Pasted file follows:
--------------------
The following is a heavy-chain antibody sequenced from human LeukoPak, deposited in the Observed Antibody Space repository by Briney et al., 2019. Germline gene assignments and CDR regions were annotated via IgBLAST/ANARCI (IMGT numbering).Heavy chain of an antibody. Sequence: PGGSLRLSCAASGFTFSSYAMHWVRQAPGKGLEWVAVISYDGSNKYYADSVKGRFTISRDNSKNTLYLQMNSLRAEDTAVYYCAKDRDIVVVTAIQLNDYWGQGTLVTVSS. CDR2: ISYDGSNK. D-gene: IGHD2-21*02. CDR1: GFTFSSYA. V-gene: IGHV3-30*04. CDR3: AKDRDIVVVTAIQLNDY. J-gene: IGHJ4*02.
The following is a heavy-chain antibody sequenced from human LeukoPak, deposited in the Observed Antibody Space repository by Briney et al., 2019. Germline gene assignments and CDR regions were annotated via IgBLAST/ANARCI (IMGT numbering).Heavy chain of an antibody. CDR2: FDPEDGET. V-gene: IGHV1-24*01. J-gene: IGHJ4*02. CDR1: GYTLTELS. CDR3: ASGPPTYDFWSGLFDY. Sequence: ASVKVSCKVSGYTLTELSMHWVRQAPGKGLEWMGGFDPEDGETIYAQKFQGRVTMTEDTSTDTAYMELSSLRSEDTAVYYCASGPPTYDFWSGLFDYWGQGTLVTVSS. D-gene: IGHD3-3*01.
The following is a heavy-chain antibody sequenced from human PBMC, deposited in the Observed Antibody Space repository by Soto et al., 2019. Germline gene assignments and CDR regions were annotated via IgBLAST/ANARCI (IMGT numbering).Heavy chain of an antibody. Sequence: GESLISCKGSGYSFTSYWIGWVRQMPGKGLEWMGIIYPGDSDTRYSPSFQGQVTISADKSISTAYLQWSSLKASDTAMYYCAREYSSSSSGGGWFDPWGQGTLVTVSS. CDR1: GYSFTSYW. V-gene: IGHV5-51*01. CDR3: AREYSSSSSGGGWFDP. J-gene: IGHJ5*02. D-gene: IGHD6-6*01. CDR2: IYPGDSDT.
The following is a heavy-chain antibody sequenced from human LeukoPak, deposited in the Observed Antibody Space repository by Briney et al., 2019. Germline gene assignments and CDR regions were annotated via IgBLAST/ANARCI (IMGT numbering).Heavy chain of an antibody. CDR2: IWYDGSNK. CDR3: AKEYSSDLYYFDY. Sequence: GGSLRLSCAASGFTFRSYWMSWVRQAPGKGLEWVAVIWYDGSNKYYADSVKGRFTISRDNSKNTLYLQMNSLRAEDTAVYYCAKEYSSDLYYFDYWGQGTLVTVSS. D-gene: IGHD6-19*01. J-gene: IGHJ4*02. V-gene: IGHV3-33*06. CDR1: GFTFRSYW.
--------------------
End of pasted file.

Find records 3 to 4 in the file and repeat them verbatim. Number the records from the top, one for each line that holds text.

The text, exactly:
The following is a heavy-chain antibody sequenced from human PBMC, deposited in the Observed Antibody Space repository by Soto et al., 2019. Germline gene assignments and CDR regions were annotated via IgBLAST/ANARCI (IMGT numbering).Heavy chain of an antibody. Sequence: GESLISCKGSGYSFTSYWIGWVRQMPGKGLEWMGIIYPGDSDTRYSPSFQGQVTISADKSISTAYLQWSSLKASDTAMYYCAREYSSSSSGGGWFDPWGQGTLVTVSS. CDR1: GYSFTSYW. V-gene: IGHV5-51*01. CDR3: AREYSSSSSGGGWFDP. J-gene: IGHJ5*02. D-gene: IGHD6-6*01. CDR2: IYPGDSDT.
The following is a heavy-chain antibody sequenced from human LeukoPak, deposited in the Observed Antibody Space repository by Briney et al., 2019. Germline gene assignments and CDR regions were annotated via IgBLAST/ANARCI (IMGT numbering).Heavy chain of an antibody. CDR2: IWYDGSNK. CDR3: AKEYSSDLYYFDY. Sequence: GGSLRLSCAASGFTFRSYWMSWVRQAPGKGLEWVAVIWYDGSNKYYADSVKGRFTISRDNSKNTLYLQMNSLRAEDTAVYYCAKEYSSDLYYFDYWGQGTLVTVSS. D-gene: IGHD6-19*01. J-gene: IGHJ4*02. V-gene: IGHV3-33*06. CDR1: GFTFRSYW.